Secretary of Health and Human Services Tom Price is fielding criticism for his Thursday video in detailing the problems Americans are facing due to Obamacare.
“Sorry, Tom Price, you’re overselling the premium hikes,” charges an Axios post on Friday.
“Health and Human Services secretary Tom Price put out a video last night making the Trump administration’s case for replacing Obamacare — but if you watch it and say, ‘I didn’t know my premiums went up that much,’ that’s because they didn’t,” Axios reports.
“Under current law, insurance premiums, the price that you have to pay to buy a health insurance policy, continue to rise at an alarming rate, as higher out-of-pocket costs are squeezing family budgets,” Price said in the video. “In the past year alone, the average premium has gone up 25 percent. And since the current health law started, premiums have gone up an amazing 99 percent.” (RELATED: Price: Repealing Obamacare Means ‘Real Money’ In Your Pocket’)
Axios calls the premium increases in Obamacare exchanges “scary,” but dings Price because employer-sponsored health care plans, which cover around 160 million Americans, rose by 3 percent in 2016 — not a drastic hike. But that leaves out a bit of the story.
Axios cites a September, 2016, Kaiser/HRET survey, which found that premiums in employer-provided health plans increased by 3 percent last year, only slightly higher than workers’ wages (which rose 2.5 percent) and inflation (1.1 percent). That’s on par with 2015, when employer-provided family premiums grew 4 percent compared to the year before.
The same survey that Axios cites, however, also identifies the reason for the slow increase in the price of employer plans: a rapid shift toward high-deductible health plans, which feature those “higher out-of-pocket” costs that Price laments in the video.
“The recent trend in part reflects covered workers moving into high-deductible plans compatible with Health Savings Accounts (HSAs) or tied to Health Reimbursement Arrangements (HRAs),” the survey found. “These plans have lower average premiums than other plan types.”
“We’re seeing premiums rising at historically slow rates, which helps workers and employers alike, but it’s made possible in part by the more rapid rise in the deductibles workers must pay,” Kaiser Family Foundation president and CEO Drew Altman said in response to the survey.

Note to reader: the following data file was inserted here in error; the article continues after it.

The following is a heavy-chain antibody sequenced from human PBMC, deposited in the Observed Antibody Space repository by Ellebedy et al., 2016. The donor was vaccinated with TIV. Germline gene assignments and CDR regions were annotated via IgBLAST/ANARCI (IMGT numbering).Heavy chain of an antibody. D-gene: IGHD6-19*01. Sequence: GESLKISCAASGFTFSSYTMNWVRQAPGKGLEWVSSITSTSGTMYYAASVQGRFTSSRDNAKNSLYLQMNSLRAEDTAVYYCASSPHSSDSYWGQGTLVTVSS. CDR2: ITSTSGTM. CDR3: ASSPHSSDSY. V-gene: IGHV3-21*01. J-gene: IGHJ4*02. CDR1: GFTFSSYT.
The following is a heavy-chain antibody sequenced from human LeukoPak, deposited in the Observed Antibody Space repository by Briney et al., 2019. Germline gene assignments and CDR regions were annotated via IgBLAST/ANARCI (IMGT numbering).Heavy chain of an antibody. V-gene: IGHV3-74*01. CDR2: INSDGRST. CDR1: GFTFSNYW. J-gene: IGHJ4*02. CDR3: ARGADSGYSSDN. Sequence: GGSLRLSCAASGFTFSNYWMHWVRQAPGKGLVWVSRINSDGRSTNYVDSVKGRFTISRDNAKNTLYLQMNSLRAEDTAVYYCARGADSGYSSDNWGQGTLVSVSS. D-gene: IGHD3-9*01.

High-deductible health plans trade off much lower premiums for higher out-of-pocket costs such as deductibles, co-pays and prescription coverage, making them historically popular with healthier customers who aren’t expecting to make much use of their health coverage.
These plans have become markedly more popular with employers since 2008. The year 2016 marked the first time that over half of workers — or, 51 percent — had a deductible over $1,000 for an individual health plan, according to the survey. That’s up from 46 percent in 2015.
One significant driver of the shift has been Obamacare. The widely-criticized “Cadillac tax” places a 40 percent excise tax on high-premium health insurance plans.
The tax would increase costs dramatically for companies who already provide high-quality (“Cadillac”) health insurance — and many are actively seeking to avoid it. It’s provoked some businesses to avoid the tax by shifting employees into plans with lower premiums and higher deductibles, before the tax hits.
The measure was initially supposed to take effect in 2018, but the Obama administration delayed it until 2020, amid intense backlash from the business community.
“Nearly two thirds (64%) of large employers offering health benefits say that they conducted an analysis to determine if any of their plans would exceed the Cadillac tax thresholds, and a quarter (27%) of this group say their largest plan would do so,” the same survey concluded. “15 percent say they have increased their plan’s cost-sharing to avoid reaching the excise tax thresholds, and 9 percent say they switched to a lower-cost health plan.”
That’s well in advance of the Cadillac tax taking effect. Initially supposed to take effect in 2018, Congress delayed it until 2020, amid intense backlash from the business community.
The shift may be helping to keep employer premiums from surging to the same level as the imploding Obamacare exchanges. The result is similar, however: an Obamacare provision contributing to higher health care costs.
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